4) Shape v. Pressure
Happily, I can turn to good thoughts now: take away that mo-fugly goal and the Timbers kept a really solid defensive shape tonight. They defended corners pretty well, Nat Borchers stood Dempsey up nicely, and more than once. Actually, both Borchers and Liam Ridgewell looked sharp, ready, and head-on-swivel alert till the disaster (aka, the Rose-Dempsey Situation, aka, the lone goal of this stinking pile of offal). What struck me most about the overall shape, though, was the passive nature of it. I ranted/lost my fucking mind last week about how Portland played New York City FC, but tonight's match made me wonder if Caleb Porter hasn't directed his team to a more bend-don't-break system – i.e., a game of lying deep to absorb pressure instead of stepping aggressively all over the pitch to win the ball. I preached the latter in my preview for this game and, clearly, this advice fell on deaf ears. I'm not bothered, honestly, so long as Portland keeps the sort of shape they kept tonight. Not a lot got through and that's the basic requirement for any sound defensive performance. Bottom line: Portland let in one goal tonight, and that's not crime, even when it's as god-awfully shitty as that one.
4a) The Flip-Side
As several people who watched took in tonight's game with me pointed out, the Timbers won't win any game till they start scoring. Part of the offense showing up boils down to sending players forward. No, I'm not talking about sticking Kwarasey in the opposition penalty area after the 85th minute; I'm talking setting up overlaps with fullbacks, creating overloads on one side by cheating one of your d-mids toward that side while the other copes with the potential, resultant counter-attack best as he can, because maybe that other player's presence can give a heretofore isolated winger one more option when he's got two players in ugly, shitty rave green trying to shut him down. In so many words, I'm talking about taking chances to win the game. Unless I'm very much mistaken, Portland committed four, maybe five players to attacking Seattle's goal for much of the game tonight. If your club is that goddamn scared of the counter, it's fair to wonder if they're so scared of losing that they can't win.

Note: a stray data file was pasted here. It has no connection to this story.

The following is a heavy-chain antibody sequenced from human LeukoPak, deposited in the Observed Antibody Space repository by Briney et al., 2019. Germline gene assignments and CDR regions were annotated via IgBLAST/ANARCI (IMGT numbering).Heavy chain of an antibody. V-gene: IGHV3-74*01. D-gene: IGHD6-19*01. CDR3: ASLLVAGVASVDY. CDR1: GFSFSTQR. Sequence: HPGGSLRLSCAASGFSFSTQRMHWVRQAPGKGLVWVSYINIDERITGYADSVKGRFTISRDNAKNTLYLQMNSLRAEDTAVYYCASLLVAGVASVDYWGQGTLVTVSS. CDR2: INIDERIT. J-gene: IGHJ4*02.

5) What's Really Freaking Me Out About This Season
The introduction of Dairon Asprilla and Ishmael Yartey involves a transition. Another transition will follow when the club gets Diego Valeri and, presumably, Will Johnson back out onto the pitch. The fair question is, how much of the season will be gone by then? The Timbers are fortunate in that Major League Soccer has a fucking criminally forgiving playoff structure that means the club can phone in/fuck up half the season and still make the playoffs. Hell, the Timbers could ride a well-timed hot streak to MLS Cup and win the fucking thing. And I'd like to tell MLS, as a competition, that they've created an objectively terrible playoff format that wastes months upon months of fans' lives. All these games I'm presently watching and worrying over could mean absolutely nothing come August.
The scary thing is the possibility that both teams operated on that assumption tonight. That's the only excuse for that tepid turd that we pawed with our eyes tonight. Sure, Portland played passive, but Seattle looked to be playing the same game. So, yeah, a pox on both of your houses. Fans from both cities paid for this shit: (I'm guessing that) about 40,000 went to the stadium, while a couple hundred thousand more watched at home; what we got were two teams half-assing their approaches to goal and this produced the stalest of stalemates until one team half-assed defending badly enough to let in a goal.
Sadly, I was pulling for the team that half-assed the crucial moment. For what it's worth, I still believe in Adam Kwarasey. It's the Timbers offense I'm not entirely sold on. And I'd be in a full-blown panic about that, if only MLS let me experience intense emotions.